“Bite-Size Bits of Local, National, and Global History”
“Bite-Size Bits of Local, National, and Global History”
Clayton in Barbour County, Alabama — The American South (East South Central)

History of Clayton, Alabama/Clayton’s Architectural Heritage

History of Clayton, Alabama Marker image. Click for full size.
By David J Gaines, October 16, 2012
1. History of Clayton, Alabama Marker
Inscription. (Front):
County Seat of Barbour County
Clayton, the county seat of Barbour County is located geographically in the center of the county. The town was located at the headwaters of the Pea and Choctawhatchee rivers on the historic road from Hobdy’s Bridge over the Pea River to Eufaula on the Chattahoochee River. By 1818 there were a few settlers in the area around Clayton but settlement began in earnest around 1823. The town was named for Augustine S. Clayton, a Georgia jurist and congressman. Clayton became the county seat of Barbour County in 1833 and was laid out on a central courthouse square plan. The first Circuit Court was held in Clayton on September 23 1833. The Clayton post office was established in September 1835 with John F. Keener as postmaster. Clayton, with a population of 200 was incorporated on December 21, 1841 by the Alabama Legislature. Its first mayor after incorporation was John Jackson.

Clayton’s Architectural Heritage
Clayton has a rich heritage with four properties listed on the National Register of Historic Places. The Henry D. Clayton House is the birthplace of Henry DeLamar Clayton Jr., author of the Clayton Antitrust Act of 1914. The 1859 Gothic Revival-style Miller-Martin Townhouse is noteworthy for the hand-painted murals on the entrance hall
Clayton’s Architectural Heritage Marker image. Click for full size.
By David J Gaines, October 16, 2012
2. Clayton’s Architectural Heritage Marker
ceiling depicting the four seasons as well as other designs on the parlor and dining room ceilings. The Octagon House, built in 1859-1861 by Benjamin Franklin Petty, a carriage and furniture merchant, is the only antebellum example of octagon-style architecture in Alabama and one of the few in the country. On May 10, 1872, the mission of Grace Episcopal Church was formally accepted in the Diocese of Alabama as Grace Church. Construction began in 1875 and was completed February 26, 1876. Clayton is also known for its Whiskey Bottle Tombstone, which was featured in “Ripley’s Believe It Or Not.”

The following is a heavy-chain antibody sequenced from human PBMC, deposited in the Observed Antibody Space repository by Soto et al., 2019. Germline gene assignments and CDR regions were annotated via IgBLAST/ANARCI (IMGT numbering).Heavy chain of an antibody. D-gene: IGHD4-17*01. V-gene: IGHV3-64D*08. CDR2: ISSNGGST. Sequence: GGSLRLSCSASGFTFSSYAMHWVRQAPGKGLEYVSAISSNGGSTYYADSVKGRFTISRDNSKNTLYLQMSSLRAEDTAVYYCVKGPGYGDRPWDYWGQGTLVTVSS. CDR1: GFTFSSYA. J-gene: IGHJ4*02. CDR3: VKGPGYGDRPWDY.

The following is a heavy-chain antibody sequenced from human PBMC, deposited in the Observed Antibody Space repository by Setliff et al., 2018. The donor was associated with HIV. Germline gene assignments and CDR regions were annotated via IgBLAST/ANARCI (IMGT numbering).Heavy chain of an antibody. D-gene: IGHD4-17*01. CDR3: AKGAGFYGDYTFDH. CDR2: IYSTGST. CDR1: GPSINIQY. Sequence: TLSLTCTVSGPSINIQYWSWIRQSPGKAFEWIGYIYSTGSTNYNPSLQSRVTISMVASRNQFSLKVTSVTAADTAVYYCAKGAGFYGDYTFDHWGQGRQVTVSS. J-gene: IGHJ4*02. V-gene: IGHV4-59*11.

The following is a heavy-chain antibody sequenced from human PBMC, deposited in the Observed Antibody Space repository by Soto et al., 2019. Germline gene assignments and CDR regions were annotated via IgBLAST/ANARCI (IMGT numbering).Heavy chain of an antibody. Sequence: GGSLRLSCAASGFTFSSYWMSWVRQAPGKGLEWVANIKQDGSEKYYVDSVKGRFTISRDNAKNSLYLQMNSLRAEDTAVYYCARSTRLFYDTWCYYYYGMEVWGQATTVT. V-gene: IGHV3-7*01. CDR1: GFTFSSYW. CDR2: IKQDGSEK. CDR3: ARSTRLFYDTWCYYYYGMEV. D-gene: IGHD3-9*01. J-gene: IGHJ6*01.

Erected 2010 by Alabama Tourism Department and the Town of Clayton.
Location. 31° 52.685′ N, 85° 26.97′ W. Marker is in Clayton, Alabama, in Barbour County. Marker is on Court Street, on the left when traveling south. Touch for map. Marker is in this post office area: Clayton AL 36016, United States of America.
Other nearby markers. At least 8 other markers are within 9 miles of this marker, measured as the crow flies. Jere Locke Beasley (within shouting distance of this marker); Barbour County / Early Barbour County Commissioners (within shouting distance of this marker); Octagon House (about 300 feet away, measured in a direct line); Grace Episcopal Church (about 300 feet away); Miller – Martin Townhouse (approx. ¼ mile away); George Corley Wallace, Lurleen Burns Wallace Governors of Alabama (approx. 0.4 miles away); Union Baptist Church Cemetery (approx. 4 miles away); The Opening of the Second Phase of the Second Creek War (approx. 8.7 miles away). Touch for a list and map of all markers in Clayton.
Also see . . .  Encyclopedia of Alabama entry on Clayton. (Submitted on December 19, 2012, by Laura Hill of Auburn, Alabama.)
Categories. Settlements & Settlers
Credits. This page was last revised on June 16, 2016. This page originally submitted on November 1, 2012, by David J Gaines of Pinson, Alabama. This page has been viewed 695 times since then and 55 times this year. Photos:   1, 2. submitted on November 1, 2012, by David J Gaines of Pinson, Alabama. • Craig Swain was the editor who published this page.
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